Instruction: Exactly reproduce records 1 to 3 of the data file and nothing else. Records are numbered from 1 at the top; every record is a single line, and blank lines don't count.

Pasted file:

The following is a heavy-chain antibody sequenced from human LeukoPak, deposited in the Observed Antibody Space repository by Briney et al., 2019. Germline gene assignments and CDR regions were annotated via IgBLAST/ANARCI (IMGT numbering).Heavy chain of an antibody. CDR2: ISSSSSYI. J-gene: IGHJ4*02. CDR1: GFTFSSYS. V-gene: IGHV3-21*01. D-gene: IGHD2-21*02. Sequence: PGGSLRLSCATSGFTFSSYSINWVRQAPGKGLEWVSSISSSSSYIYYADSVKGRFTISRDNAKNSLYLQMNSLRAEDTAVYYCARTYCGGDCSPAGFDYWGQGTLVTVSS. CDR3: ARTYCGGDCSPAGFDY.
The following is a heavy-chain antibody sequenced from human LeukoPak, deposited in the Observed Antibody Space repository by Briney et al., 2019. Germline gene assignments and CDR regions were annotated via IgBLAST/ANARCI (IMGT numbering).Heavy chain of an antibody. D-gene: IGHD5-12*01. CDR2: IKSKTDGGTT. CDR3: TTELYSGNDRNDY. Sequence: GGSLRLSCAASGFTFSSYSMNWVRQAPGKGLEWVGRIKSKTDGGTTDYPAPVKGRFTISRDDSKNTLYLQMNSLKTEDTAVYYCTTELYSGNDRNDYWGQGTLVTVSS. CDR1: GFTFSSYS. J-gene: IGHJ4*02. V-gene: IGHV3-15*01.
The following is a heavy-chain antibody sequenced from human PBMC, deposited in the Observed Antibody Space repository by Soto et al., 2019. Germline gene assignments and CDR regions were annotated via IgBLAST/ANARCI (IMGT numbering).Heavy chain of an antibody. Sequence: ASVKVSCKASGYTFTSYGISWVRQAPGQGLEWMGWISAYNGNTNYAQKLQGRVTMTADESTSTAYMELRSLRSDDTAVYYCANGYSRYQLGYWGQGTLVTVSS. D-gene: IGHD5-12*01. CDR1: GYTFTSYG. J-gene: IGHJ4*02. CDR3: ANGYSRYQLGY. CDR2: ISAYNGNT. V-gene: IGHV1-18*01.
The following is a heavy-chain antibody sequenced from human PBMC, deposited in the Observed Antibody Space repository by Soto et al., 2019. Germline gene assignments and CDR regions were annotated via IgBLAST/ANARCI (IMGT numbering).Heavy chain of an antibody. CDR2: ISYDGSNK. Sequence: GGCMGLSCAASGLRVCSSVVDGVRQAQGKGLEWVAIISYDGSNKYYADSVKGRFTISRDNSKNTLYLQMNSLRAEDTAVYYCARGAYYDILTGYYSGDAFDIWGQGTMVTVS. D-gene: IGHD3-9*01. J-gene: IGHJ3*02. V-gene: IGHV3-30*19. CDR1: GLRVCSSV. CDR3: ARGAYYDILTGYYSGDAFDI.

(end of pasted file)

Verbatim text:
The following is a heavy-chain antibody sequenced from human LeukoPak, deposited in the Observed Antibody Space repository by Briney et al., 2019. Germline gene assignments and CDR regions were annotated via IgBLAST/ANARCI (IMGT numbering).Heavy chain of an antibody. CDR2: ISSSSSYI. J-gene: IGHJ4*02. CDR1: GFTFSSYS. V-gene: IGHV3-21*01. D-gene: IGHD2-21*02. Sequence: PGGSLRLSCATSGFTFSSYSINWVRQAPGKGLEWVSSISSSSSYIYYADSVKGRFTISRDNAKNSLYLQMNSLRAEDTAVYYCARTYCGGDCSPAGFDYWGQGTLVTVSS. CDR3: ARTYCGGDCSPAGFDY.
The following is a heavy-chain antibody sequenced from human LeukoPak, deposited in the Observed Antibody Space repository by Briney et al., 2019. Germline gene assignments and CDR regions were annotated via IgBLAST/ANARCI (IMGT numbering).Heavy chain of an antibody. D-gene: IGHD5-12*01. CDR2: IKSKTDGGTT. CDR3: TTELYSGNDRNDY. Sequence: GGSLRLSCAASGFTFSSYSMNWVRQAPGKGLEWVGRIKSKTDGGTTDYPAPVKGRFTISRDDSKNTLYLQMNSLKTEDTAVYYCTTELYSGNDRNDYWGQGTLVTVSS. CDR1: GFTFSSYS. J-gene: IGHJ4*02. V-gene: IGHV3-15*01.
The following is a heavy-chain antibody sequenced from human PBMC, deposited in the Observed Antibody Space repository by Soto et al., 2019. Germline gene assignments and CDR regions were annotated via IgBLAST/ANARCI (IMGT numbering).Heavy chain of an antibody. Sequence: ASVKVSCKASGYTFTSYGISWVRQAPGQGLEWMGWISAYNGNTNYAQKLQGRVTMTADESTSTAYMELRSLRSDDTAVYYCANGYSRYQLGYWGQGTLVTVSS. D-gene: IGHD5-12*01. CDR1: GYTFTSYG. J-gene: IGHJ4*02. CDR3: ANGYSRYQLGY. CDR2: ISAYNGNT. V-gene: IGHV1-18*01.